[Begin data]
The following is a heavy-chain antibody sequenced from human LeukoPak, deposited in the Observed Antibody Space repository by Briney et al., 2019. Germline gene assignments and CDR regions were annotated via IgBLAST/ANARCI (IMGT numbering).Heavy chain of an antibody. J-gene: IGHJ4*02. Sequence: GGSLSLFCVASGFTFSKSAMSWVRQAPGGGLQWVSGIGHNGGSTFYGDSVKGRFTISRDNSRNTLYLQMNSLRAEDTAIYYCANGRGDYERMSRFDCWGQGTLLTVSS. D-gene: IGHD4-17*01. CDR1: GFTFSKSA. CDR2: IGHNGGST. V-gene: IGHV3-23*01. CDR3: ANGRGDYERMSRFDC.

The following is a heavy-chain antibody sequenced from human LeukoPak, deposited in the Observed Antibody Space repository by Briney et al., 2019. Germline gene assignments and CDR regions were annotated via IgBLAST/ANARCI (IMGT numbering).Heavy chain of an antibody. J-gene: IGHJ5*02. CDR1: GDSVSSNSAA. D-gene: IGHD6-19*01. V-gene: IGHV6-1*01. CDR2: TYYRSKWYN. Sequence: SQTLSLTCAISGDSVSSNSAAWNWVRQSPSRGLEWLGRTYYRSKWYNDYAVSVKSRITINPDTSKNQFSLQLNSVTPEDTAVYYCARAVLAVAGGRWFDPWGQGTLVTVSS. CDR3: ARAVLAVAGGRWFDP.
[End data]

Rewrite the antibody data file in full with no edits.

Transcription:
The following is a heavy-chain antibody sequenced from human LeukoPak, deposited in the Observed Antibody Space repository by Briney et al., 2019. Germline gene assignments and CDR regions were annotated via IgBLAST/ANARCI (IMGT numbering).Heavy chain of an antibody. J-gene: IGHJ4*02. Sequence: GGSLSLFCVASGFTFSKSAMSWVRQAPGGGLQWVSGIGHNGGSTFYGDSVKGRFTISRDNSRNTLYLQMNSLRAEDTAIYYCANGRGDYERMSRFDCWGQGTLLTVSS. D-gene: IGHD4-17*01. CDR1: GFTFSKSA. CDR2: IGHNGGST. V-gene: IGHV3-23*01. CDR3: ANGRGDYERMSRFDC.

The following is a heavy-chain antibody sequenced from human LeukoPak, deposited in the Observed Antibody Space repository by Briney et al., 2019. Germline gene assignments and CDR regions were annotated via IgBLAST/ANARCI (IMGT numbering).Heavy chain of an antibody. J-gene: IGHJ5*02. CDR1: GDSVSSNSAA. D-gene: IGHD6-19*01. V-gene: IGHV6-1*01. CDR2: TYYRSKWYN. Sequence: SQTLSLTCAISGDSVSSNSAAWNWVRQSPSRGLEWLGRTYYRSKWYNDYAVSVKSRITINPDTSKNQFSLQLNSVTPEDTAVYYCARAVLAVAGGRWFDPWGQGTLVTVSS. CDR3: ARAVLAVAGGRWFDP.